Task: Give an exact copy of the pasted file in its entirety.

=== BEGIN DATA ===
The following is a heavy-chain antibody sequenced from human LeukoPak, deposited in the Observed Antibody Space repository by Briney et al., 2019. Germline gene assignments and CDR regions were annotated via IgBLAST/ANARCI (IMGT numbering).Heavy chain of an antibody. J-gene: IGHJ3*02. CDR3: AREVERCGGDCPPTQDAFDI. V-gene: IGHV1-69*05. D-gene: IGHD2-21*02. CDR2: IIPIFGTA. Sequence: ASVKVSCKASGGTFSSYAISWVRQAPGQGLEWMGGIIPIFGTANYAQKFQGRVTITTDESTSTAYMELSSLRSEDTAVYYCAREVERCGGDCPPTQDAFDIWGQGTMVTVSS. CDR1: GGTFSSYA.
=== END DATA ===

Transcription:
The following is a heavy-chain antibody sequenced from human LeukoPak, deposited in the Observed Antibody Space repository by Briney et al., 2019. Germline gene assignments and CDR regions were annotated via IgBLAST/ANARCI (IMGT numbering).Heavy chain of an antibody. J-gene: IGHJ3*02. CDR3: AREVERCGGDCPPTQDAFDI. V-gene: IGHV1-69*05. D-gene: IGHD2-21*02. CDR2: IIPIFGTA. Sequence: ASVKVSCKASGGTFSSYAISWVRQAPGQGLEWMGGIIPIFGTANYAQKFQGRVTITTDESTSTAYMELSSLRSEDTAVYYCAREVERCGGDCPPTQDAFDIWGQGTMVTVSS. CDR1: GGTFSSYA.